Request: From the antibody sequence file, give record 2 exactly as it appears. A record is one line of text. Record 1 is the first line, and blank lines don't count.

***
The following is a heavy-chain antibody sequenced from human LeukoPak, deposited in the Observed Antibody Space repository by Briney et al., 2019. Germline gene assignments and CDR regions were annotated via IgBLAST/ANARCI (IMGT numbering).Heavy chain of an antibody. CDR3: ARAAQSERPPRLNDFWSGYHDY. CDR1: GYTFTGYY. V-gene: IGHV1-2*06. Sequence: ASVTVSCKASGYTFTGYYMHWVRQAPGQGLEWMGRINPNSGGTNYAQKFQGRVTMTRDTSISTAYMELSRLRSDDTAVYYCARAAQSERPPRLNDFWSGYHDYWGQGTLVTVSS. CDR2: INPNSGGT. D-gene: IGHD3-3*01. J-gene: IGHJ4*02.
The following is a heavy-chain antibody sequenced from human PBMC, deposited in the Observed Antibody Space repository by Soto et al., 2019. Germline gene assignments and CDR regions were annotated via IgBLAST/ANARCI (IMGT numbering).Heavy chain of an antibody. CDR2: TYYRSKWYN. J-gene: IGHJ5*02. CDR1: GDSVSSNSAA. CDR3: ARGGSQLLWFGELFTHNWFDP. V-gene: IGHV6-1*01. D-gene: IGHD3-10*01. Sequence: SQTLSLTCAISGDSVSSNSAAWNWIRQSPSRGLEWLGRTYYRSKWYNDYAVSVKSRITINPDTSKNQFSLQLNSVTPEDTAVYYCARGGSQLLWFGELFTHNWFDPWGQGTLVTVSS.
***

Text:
The following is a heavy-chain antibody sequenced from human PBMC, deposited in the Observed Antibody Space repository by Soto et al., 2019. Germline gene assignments and CDR regions were annotated via IgBLAST/ANARCI (IMGT numbering).Heavy chain of an antibody. CDR2: TYYRSKWYN. J-gene: IGHJ5*02. CDR1: GDSVSSNSAA. CDR3: ARGGSQLLWFGELFTHNWFDP. V-gene: IGHV6-1*01. D-gene: IGHD3-10*01. Sequence: SQTLSLTCAISGDSVSSNSAAWNWIRQSPSRGLEWLGRTYYRSKWYNDYAVSVKSRITINPDTSKNQFSLQLNSVTPEDTAVYYCARGGSQLLWFGELFTHNWFDPWGQGTLVTVSS.